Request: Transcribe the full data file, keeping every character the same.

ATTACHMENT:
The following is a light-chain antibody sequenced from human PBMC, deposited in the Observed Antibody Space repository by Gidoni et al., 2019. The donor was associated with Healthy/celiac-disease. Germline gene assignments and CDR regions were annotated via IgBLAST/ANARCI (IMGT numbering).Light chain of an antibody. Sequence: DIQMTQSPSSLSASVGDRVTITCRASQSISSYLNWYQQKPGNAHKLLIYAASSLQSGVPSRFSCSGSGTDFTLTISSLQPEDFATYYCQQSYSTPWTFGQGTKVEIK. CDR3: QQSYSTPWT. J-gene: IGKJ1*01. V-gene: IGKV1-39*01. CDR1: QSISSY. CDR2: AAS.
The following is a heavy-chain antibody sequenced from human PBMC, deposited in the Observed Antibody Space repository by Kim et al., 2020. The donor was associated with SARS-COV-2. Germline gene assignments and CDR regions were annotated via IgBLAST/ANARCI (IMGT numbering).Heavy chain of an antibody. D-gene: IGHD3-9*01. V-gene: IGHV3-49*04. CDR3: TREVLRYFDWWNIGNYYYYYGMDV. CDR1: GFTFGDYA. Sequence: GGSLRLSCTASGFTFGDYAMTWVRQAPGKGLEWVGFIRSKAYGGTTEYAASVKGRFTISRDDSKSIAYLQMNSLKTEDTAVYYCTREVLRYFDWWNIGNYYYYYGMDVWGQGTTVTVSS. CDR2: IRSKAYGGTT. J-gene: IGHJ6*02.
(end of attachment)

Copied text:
The following is a light-chain antibody sequenced from human PBMC, deposited in the Observed Antibody Space repository by Gidoni et al., 2019. The donor was associated with Healthy/celiac-disease. Germline gene assignments and CDR regions were annotated via IgBLAST/ANARCI (IMGT numbering).Light chain of an antibody. Sequence: DIQMTQSPSSLSASVGDRVTITCRASQSISSYLNWYQQKPGNAHKLLIYAASSLQSGVPSRFSCSGSGTDFTLTISSLQPEDFATYYCQQSYSTPWTFGQGTKVEIK. CDR3: QQSYSTPWT. J-gene: IGKJ1*01. V-gene: IGKV1-39*01. CDR1: QSISSY. CDR2: AAS.
The following is a heavy-chain antibody sequenced from human PBMC, deposited in the Observed Antibody Space repository by Kim et al., 2020. The donor was associated with SARS-COV-2. Germline gene assignments and CDR regions were annotated via IgBLAST/ANARCI (IMGT numbering).Heavy chain of an antibody. D-gene: IGHD3-9*01. V-gene: IGHV3-49*04. CDR3: TREVLRYFDWWNIGNYYYYYGMDV. CDR1: GFTFGDYA. Sequence: GGSLRLSCTASGFTFGDYAMTWVRQAPGKGLEWVGFIRSKAYGGTTEYAASVKGRFTISRDDSKSIAYLQMNSLKTEDTAVYYCTREVLRYFDWWNIGNYYYYYGMDVWGQGTTVTVSS. CDR2: IRSKAYGGTT. J-gene: IGHJ6*02.